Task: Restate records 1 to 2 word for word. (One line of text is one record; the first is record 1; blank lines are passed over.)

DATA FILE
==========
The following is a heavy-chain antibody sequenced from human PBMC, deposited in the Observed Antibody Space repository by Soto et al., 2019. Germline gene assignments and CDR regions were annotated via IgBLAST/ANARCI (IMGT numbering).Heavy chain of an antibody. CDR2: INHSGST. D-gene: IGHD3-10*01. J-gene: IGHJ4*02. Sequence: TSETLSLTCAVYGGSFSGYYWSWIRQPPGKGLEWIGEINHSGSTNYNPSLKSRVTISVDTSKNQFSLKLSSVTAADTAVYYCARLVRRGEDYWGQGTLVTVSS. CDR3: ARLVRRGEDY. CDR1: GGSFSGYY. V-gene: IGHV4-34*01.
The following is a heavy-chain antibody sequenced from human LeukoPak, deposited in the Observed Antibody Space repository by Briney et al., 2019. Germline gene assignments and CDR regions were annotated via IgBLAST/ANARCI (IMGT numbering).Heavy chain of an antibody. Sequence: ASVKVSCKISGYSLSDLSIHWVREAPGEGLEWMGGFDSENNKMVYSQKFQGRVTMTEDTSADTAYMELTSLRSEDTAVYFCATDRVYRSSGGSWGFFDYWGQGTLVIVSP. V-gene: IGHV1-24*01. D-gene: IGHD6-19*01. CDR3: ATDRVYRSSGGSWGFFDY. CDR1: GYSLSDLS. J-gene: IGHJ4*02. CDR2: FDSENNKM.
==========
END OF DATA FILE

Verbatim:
The following is a heavy-chain antibody sequenced from human PBMC, deposited in the Observed Antibody Space repository by Soto et al., 2019. Germline gene assignments and CDR regions were annotated via IgBLAST/ANARCI (IMGT numbering).Heavy chain of an antibody. CDR2: INHSGST. D-gene: IGHD3-10*01. J-gene: IGHJ4*02. Sequence: TSETLSLTCAVYGGSFSGYYWSWIRQPPGKGLEWIGEINHSGSTNYNPSLKSRVTISVDTSKNQFSLKLSSVTAADTAVYYCARLVRRGEDYWGQGTLVTVSS. CDR3: ARLVRRGEDY. CDR1: GGSFSGYY. V-gene: IGHV4-34*01.
The following is a heavy-chain antibody sequenced from human LeukoPak, deposited in the Observed Antibody Space repository by Briney et al., 2019. Germline gene assignments and CDR regions were annotated via IgBLAST/ANARCI (IMGT numbering).Heavy chain of an antibody. Sequence: ASVKVSCKISGYSLSDLSIHWVREAPGEGLEWMGGFDSENNKMVYSQKFQGRVTMTEDTSADTAYMELTSLRSEDTAVYFCATDRVYRSSGGSWGFFDYWGQGTLVIVSP. V-gene: IGHV1-24*01. D-gene: IGHD6-19*01. CDR3: ATDRVYRSSGGSWGFFDY. CDR1: GYSLSDLS. J-gene: IGHJ4*02. CDR2: FDSENNKM.